|Publication number||US5040003 A|
|Application number||US 07/533,229|
|Publication date||Aug 13, 1991|
|Filing date||Jun 4, 1990|
|Priority date||Jun 4, 1990|
|Publication number||07533229, 533229, US 5040003 A, US 5040003A, US-A-5040003, US5040003 A, US5040003A|
|Inventors||Roger L. Willis|
|Original Assignee||Eastman Kodak Company|
|Export Citation||BiBTeX, EndNote, RefMan|
|Patent Citations (7), Referenced by (68), Classifications (21), Legal Events (5)|
|External Links: USPTO, USPTO Assignment, Espacenet|
1. Field of the Invention
This invention relates to color printing such as used in electrophotography and more specifically to a method and apparatus of forming a multicolor image on the same frame or area of a recording member, so that it may be transferred or otherwise utilized in a single step.
2. Description of the Prior Art
In the prior art as represented by International Publication Number WO 90/01 730, images can be formed consecutively on the same image frame of a photoconductor without fixing the first image by the use of successive steps of charging, exposing and developing and then repeating such steps for each color to be created upon that image frame. The resulting multicolor image is transferred to a receiving sheet in one step thereby increasing the productivity of the printer or copier.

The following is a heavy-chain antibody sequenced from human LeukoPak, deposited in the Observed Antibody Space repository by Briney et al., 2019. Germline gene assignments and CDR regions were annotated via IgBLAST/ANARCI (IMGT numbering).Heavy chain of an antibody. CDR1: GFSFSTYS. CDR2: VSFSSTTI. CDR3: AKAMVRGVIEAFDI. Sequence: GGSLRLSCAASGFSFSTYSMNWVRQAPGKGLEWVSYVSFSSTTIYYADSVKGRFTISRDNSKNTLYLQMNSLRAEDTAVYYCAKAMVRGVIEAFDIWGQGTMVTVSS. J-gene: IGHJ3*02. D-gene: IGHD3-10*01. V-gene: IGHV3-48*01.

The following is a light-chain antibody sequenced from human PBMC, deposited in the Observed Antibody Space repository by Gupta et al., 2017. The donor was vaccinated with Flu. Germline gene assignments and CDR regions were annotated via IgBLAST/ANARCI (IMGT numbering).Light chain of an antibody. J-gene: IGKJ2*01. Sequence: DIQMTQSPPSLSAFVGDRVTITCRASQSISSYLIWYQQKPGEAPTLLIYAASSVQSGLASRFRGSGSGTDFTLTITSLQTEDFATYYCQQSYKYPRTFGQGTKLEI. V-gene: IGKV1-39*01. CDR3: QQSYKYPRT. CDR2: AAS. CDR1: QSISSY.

The exposure steps as taught in this publication are carried out using separate LED (light-emitting diode) printheads for each color to be formed. Typically, these printheads have a single row of several thousand LED's arranged at say 300 dots per inch across the photoconductor and are controllably illuminated to modulate an electrostatic charge on the photoconductor to form images on a dot-by-dot or pixel-by-pixel basis.
A problem with the use of plural LED printheads is the alignment of both, relative to each other so that image recorded colored pixels are appropriately formed in a desired pattern, i.e., that they are registered. In view of the small spacing between LED's on a printhead, incorrect location of the printhead will cause images to be misregistered thereby affecting color and quality of the resulting image. To this end, expensive mechanical means may be devised to ensure that one printhead is accurately located relative to another but this raises considerable costs to the manufacture of a printer apparatus.
It is therefore an object of the invention to provide improved means for ensuring registration of the printheads used in a color printer apparatus having two or more printheads.